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I find the animal tracks interesting. Some look like bicycle tyre tracks but probably snakes pushing against the sand. We used to get a TV programme, here, called the Bush Tucker Man. He was in the Australian army and it was his job to investigate bush tucker and survival methods. He wore a felt hat with a dent low at the front rising to tall at the back like a shark fin in profile.
Good job. I use this lens too. It will take a full set of extension tubes which doubles the magnification. A problem with the extension tubes is that there is no exif information when you come to check the photos later so it is impossible to know when they were used unless there is some scale in the view. A notebook or a voice recorder might be the answer. I need to check if an initial flash will stun a insect long enough to take a second shot, bees never stay still long enough and mostly have their heads down. This is a great face to face shot. I use a flat sheet of expanded polyethylene closed cell foam A4 size fixed to the SB900 flash with a couple of elastic bands. With the flash pointing forward this slightly floppy sheet acts a canopy and deflects the flash down beyond the lens thus avoiding lens shadow on the subject. It is all very portable.
I used Akvis Sketch for the basic conversion to a drawing and saved it as a jpeg. Then I opened the jpeg in Photoshop to finish the rendering with a little HDR and attention to various levels like contrast. It is not necessary to come into PS as there are many controls in AS, I was just playing to see what might happen. I have a bought version of AKVIS SKETCH but fist downloaded a trial version and liked the results. Thanks for the votes.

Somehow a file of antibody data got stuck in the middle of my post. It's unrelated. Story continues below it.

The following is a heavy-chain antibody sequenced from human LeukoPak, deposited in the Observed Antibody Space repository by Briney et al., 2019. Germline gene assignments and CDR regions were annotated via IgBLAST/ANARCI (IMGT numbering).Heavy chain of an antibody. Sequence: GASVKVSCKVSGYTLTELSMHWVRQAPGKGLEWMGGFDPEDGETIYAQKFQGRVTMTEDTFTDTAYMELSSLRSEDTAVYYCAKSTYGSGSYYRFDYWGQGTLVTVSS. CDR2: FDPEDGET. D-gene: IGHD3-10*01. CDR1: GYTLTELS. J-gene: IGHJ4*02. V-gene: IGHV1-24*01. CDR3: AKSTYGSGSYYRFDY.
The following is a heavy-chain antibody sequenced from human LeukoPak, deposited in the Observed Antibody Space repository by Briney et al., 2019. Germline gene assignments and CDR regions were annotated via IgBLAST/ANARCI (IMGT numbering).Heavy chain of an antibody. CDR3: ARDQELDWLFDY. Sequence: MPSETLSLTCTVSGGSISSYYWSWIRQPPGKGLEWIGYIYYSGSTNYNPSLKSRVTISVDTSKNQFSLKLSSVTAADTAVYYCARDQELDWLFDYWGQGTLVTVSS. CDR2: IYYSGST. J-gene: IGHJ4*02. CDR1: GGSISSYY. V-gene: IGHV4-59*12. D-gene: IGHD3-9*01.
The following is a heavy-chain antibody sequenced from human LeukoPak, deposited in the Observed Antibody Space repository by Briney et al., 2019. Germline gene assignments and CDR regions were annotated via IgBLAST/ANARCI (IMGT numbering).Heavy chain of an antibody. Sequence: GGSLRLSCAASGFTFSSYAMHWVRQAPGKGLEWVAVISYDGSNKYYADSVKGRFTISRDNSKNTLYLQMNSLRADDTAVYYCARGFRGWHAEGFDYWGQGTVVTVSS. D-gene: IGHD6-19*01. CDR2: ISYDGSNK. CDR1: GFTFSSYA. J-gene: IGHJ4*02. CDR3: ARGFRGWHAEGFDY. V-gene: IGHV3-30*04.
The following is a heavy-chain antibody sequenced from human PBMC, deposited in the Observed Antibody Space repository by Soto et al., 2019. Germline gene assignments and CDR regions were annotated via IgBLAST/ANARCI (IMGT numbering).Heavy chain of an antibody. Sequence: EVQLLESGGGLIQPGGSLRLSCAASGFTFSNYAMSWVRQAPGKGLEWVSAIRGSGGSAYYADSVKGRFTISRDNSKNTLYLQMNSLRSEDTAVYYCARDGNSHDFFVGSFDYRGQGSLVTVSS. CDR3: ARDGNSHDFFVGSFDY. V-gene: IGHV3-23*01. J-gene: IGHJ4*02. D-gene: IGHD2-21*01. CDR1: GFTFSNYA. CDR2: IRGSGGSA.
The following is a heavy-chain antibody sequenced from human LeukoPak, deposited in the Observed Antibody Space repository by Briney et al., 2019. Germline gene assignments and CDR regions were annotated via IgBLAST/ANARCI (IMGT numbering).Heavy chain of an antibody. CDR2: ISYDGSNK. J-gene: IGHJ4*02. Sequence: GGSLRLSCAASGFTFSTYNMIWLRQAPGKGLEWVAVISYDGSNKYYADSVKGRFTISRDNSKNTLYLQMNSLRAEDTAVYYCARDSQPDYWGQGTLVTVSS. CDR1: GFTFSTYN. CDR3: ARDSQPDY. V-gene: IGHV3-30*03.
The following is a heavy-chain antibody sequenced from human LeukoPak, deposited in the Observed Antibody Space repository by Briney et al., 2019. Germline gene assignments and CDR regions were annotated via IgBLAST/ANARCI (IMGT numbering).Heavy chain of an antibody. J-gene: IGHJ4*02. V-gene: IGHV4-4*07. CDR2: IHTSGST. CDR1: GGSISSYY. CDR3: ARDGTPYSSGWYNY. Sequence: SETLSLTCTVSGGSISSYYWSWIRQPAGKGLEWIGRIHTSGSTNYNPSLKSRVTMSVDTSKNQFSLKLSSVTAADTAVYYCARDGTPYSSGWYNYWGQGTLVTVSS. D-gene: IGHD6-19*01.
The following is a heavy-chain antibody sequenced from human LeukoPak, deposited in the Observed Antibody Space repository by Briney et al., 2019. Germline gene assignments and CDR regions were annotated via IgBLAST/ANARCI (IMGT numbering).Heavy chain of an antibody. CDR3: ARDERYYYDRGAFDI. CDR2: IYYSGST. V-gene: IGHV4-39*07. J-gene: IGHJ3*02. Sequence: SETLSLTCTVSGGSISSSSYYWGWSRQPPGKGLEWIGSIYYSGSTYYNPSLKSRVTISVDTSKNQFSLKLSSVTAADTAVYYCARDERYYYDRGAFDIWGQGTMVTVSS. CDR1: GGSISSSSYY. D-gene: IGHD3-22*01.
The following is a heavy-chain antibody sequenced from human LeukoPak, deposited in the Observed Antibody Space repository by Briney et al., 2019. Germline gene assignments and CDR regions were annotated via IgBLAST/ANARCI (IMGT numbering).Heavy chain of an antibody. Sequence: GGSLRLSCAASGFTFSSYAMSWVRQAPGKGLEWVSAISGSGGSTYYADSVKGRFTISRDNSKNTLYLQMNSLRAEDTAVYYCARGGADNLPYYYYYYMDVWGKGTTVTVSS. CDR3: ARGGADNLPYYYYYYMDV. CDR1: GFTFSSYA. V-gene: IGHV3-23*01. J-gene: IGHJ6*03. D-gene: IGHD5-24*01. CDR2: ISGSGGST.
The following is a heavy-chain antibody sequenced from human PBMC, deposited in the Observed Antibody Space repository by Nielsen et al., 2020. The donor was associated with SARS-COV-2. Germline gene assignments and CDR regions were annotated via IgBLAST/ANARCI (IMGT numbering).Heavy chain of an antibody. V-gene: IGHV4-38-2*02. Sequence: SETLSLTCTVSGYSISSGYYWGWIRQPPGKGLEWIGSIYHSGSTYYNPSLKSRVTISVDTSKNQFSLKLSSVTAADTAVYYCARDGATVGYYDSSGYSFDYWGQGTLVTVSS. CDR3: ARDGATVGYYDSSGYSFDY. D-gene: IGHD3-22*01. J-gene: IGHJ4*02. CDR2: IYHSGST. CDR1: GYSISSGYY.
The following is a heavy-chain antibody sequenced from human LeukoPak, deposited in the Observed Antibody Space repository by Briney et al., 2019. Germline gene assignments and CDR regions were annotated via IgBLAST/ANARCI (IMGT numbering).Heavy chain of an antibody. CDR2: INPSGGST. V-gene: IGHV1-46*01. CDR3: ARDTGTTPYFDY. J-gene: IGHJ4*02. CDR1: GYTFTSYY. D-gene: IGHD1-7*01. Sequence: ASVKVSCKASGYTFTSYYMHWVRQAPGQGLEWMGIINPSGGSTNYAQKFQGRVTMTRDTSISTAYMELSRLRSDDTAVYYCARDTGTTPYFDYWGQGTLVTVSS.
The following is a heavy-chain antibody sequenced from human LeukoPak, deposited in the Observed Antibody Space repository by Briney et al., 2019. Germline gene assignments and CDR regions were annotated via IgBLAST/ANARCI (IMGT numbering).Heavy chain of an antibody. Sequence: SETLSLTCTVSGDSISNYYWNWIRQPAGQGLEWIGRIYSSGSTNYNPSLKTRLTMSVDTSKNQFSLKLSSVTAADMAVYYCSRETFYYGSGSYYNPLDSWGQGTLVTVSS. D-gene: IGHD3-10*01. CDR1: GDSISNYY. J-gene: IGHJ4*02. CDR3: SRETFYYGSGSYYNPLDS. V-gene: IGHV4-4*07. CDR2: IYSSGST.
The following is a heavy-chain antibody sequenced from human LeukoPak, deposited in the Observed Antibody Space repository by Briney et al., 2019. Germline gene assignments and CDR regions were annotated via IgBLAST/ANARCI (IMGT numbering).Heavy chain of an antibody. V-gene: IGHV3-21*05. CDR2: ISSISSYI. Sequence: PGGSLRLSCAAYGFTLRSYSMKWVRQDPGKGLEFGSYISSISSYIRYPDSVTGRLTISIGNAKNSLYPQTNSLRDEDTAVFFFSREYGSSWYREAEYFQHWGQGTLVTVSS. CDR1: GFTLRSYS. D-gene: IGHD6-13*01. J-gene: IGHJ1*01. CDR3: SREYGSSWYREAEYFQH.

Thanks. I downloaded a trial copy of Akvis Sketch a couple of years ago, liked the results and bought. Loads of variables that can be changed or adjusted, great fun . Works well for buildings and structures. Results are almost instant with little or no changes to the default settings.
I was experimenting with focus stacking in Photoshop. Always love that moment of pure magic at the end of the process when the in-focus image appears on the screen. I have only tried Photoshop but there are a number of dedicated software focus stackers that may do as good or better. The software can introduce artefacts where it is unable to resolve what is happening in the scene. This can happen on edges where one object is in front of another.
Agree about the frame. Doing City and Guilds of London photography level 1 (first year) so frame is for presentation and just to show that I know how to do it in Photoshop. He was running round the rim of an old plastic pill bottle where he lives. He was like a toy train on a track. The camera was handheld and flash was used to freeze the motion. F36 was required to get the depth of field so aperture was just about open and exposure time would have been too long. At the speed he was moving he would not have been recorded without the flash.
Don't have much against hosting the Olympics but part of the idea is that there is some betterment, social housing, training facilities etc. but here the turf will have to be lifted again, hardly a Champs-Élysées in the making. Maybe it will go to returf some Council property. Great photo, one for the history books. Assume that grass hasn't been added in Photoshop.
Thanks, Nathan, Not quite the Strand Road but very close. Note the railway signal lights towards the bottom of the picture. The only line into the city runs under the bridge on this Waterside bank of the river. I believe that developers would be happy to close this section of line and take this riverside land for building.